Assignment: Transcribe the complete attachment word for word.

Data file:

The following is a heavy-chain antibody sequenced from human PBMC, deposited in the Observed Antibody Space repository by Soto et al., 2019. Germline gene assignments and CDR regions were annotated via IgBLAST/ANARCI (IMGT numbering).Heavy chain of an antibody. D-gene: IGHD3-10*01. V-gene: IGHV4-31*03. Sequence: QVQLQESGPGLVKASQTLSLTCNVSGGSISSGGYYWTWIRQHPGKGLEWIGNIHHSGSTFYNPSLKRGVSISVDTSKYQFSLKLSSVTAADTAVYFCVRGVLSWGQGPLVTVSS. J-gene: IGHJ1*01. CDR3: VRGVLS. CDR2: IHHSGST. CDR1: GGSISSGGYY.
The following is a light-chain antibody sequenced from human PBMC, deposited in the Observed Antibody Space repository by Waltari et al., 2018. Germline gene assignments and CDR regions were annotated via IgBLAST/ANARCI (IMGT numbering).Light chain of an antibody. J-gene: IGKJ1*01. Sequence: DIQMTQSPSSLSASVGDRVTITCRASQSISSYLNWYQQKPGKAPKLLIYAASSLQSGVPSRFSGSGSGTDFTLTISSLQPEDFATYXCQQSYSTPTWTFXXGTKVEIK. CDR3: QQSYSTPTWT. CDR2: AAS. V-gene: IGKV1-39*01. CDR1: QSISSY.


The following is a heavy-chain antibody sequenced from human PBMC, deposited in the Observed Antibody Space repository by Soto et al., 2019. Germline gene assignments and CDR regions were annotated via IgBLAST/ANARCI (IMGT numbering).Heavy chain of an antibody. D-gene: IGHD3-10*01. V-gene: IGHV4-31*03. Sequence: QVQLQESGPGLVKASQTLSLTCNVSGGSISSGGYYWTWIRQHPGKGLEWIGNIHHSGSTFYNPSLKRGVSISVDTSKYQFSLKLSSVTAADTAVYFCVRGVLSWGQGPLVTVSS. J-gene: IGHJ1*01. CDR3: VRGVLS. CDR2: IHHSGST. CDR1: GGSISSGGYY.
The following is a light-chain antibody sequenced from human PBMC, deposited in the Observed Antibody Space repository by Waltari et al., 2018. Germline gene assignments and CDR regions were annotated via IgBLAST/ANARCI (IMGT numbering).Light chain of an antibody. J-gene: IGKJ1*01. Sequence: DIQMTQSPSSLSASVGDRVTITCRASQSISSYLNWYQQKPGKAPKLLIYAASSLQSGVPSRFSGSGSGTDFTLTISSLQPEDFATYXCQQSYSTPTWTFXXGTKVEIK. CDR3: QQSYSTPTWT. CDR2: AAS. V-gene: IGKV1-39*01. CDR1: QSISSY.